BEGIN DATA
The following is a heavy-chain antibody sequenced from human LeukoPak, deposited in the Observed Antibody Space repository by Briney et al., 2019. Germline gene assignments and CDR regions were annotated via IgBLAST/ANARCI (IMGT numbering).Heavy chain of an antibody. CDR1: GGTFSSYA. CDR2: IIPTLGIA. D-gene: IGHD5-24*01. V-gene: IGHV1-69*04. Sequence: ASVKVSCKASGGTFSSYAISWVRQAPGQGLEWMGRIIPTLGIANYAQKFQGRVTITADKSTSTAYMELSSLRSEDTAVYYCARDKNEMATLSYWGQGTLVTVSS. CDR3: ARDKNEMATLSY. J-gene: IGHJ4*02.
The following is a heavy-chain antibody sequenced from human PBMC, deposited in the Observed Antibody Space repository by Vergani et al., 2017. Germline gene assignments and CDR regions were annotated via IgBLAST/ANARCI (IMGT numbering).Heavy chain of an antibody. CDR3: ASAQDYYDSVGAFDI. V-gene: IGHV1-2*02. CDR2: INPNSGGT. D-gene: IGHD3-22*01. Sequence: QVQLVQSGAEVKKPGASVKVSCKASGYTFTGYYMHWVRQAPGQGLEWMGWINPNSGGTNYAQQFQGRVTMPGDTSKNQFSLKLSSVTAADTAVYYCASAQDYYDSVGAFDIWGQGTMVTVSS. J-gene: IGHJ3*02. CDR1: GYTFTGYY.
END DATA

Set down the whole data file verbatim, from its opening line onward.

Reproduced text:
The following is a heavy-chain antibody sequenced from human LeukoPak, deposited in the Observed Antibody Space repository by Briney et al., 2019. Germline gene assignments and CDR regions were annotated via IgBLAST/ANARCI (IMGT numbering).Heavy chain of an antibody. CDR1: GGTFSSYA. CDR2: IIPTLGIA. D-gene: IGHD5-24*01. V-gene: IGHV1-69*04. Sequence: ASVKVSCKASGGTFSSYAISWVRQAPGQGLEWMGRIIPTLGIANYAQKFQGRVTITADKSTSTAYMELSSLRSEDTAVYYCARDKNEMATLSYWGQGTLVTVSS. CDR3: ARDKNEMATLSY. J-gene: IGHJ4*02.
The following is a heavy-chain antibody sequenced from human PBMC, deposited in the Observed Antibody Space repository by Vergani et al., 2017. Germline gene assignments and CDR regions were annotated via IgBLAST/ANARCI (IMGT numbering).Heavy chain of an antibody. CDR3: ASAQDYYDSVGAFDI. V-gene: IGHV1-2*02. CDR2: INPNSGGT. D-gene: IGHD3-22*01. Sequence: QVQLVQSGAEVKKPGASVKVSCKASGYTFTGYYMHWVRQAPGQGLEWMGWINPNSGGTNYAQQFQGRVTMPGDTSKNQFSLKLSSVTAADTAVYYCASAQDYYDSVGAFDIWGQGTMVTVSS. J-gene: IGHJ3*02. CDR1: GYTFTGYY.